Battling Over Policy Instead of Character | NBC New York

Battling Over Policy Instead of Character

Adults returning to DC?



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    In the hot seat: Edward Liddy, chairman and CEO of the American International Group (AIG) is grilled over bonus plan. With businessmen the new face of "evil," politicians now no longer have to time be calling each other liars.

    Well, President Obama has brought change to Washington -- but perhaps not of the sort that he had in mind.

    With A.I.G. transmuting from being just one of many symbols of multiple government bailouts, to becoming the poster child of corporate excess, Obama's media honeymoon ended abruptly this week. But the pulse of this controversy has very different beats from those of the Clinton and Bush administrations.

    This is partly because of the basic fact that Democrats are running everything; the usual Washington, DC, scandal tropes works like this: reporter identifies juicy political story; works on it -- then gets members of the opposition party to provide contrast. If the White House and Congress are run by different parties, this creates no end of fun. Alas, if the general atmosphere is toxic -- as it usually was during the Clinton years, the whole situation can deteriorate rapidly -- and one ends up with an impeached president.

    Things work differently when one party runs everything.

    Still, A.I.G. is the first serious policy-connected scandal of the 21st century. The Iraq War was controversial, but the rhetorical overkill was lifted almost directly from the Clinton saga a decade before. Everything was related to alleged "lies" told by the president -- Monica with Bill, Dubya with "WMD."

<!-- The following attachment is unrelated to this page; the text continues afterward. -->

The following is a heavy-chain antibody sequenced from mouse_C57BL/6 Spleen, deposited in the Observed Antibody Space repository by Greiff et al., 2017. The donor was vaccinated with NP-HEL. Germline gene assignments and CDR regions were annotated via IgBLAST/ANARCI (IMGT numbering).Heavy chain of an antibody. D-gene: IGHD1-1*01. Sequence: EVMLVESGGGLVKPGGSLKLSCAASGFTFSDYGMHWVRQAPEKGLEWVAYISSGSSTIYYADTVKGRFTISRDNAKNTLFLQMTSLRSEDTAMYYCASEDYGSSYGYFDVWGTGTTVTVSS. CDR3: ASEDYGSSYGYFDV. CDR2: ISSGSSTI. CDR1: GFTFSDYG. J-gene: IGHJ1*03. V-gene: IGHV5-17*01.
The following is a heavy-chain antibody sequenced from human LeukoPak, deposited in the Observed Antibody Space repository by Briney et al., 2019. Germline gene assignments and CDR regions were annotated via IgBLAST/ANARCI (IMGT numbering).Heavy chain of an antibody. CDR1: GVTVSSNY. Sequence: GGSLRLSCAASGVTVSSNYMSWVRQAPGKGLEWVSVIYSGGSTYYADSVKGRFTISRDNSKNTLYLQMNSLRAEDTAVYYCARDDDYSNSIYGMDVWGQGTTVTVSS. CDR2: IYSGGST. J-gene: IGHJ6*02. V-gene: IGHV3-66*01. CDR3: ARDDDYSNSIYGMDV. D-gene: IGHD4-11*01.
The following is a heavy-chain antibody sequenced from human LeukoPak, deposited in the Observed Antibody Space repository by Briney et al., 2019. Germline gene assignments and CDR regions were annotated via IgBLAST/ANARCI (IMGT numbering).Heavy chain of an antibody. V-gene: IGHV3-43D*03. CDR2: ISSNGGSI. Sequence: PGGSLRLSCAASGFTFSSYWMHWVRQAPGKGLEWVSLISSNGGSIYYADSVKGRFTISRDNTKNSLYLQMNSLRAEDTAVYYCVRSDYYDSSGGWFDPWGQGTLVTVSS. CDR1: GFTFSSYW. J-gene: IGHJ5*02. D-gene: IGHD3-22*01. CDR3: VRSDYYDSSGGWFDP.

While there has been a little bit of "What did X know and when did he know it?" in the current situation, this is, generally speaking, a controversy that surrounds policy rather than issues of character, decision-making rather than charges of deceit. In short, rather than trying to politically embarrass their opponents -- or individuals in other branches -- politicians are demanding immediate changes in policy. It also helps that the million-dollar bonus-babies of A.I.G. conveniently fill the roles of big bad villains in this saga: That provides a concentrated nexus of bipartisan anger. 

    While members of Congress may be frustrated with Treasury Secretary Tim Geithner ( a couple of Republicans have called for his resignation), most of the heat right now is on A.I.G. The questions surround whether that money can be retrieved and how to prevent other bailout recipients from spreading bonus love all around.

    In terms of gossip columns, this sort of scandal is a bit dull. In terms of politicians almost acting like adults, it's actually a bit refreshing.

    Robert A. George is a New York writer. He blogs at Ragged Thots.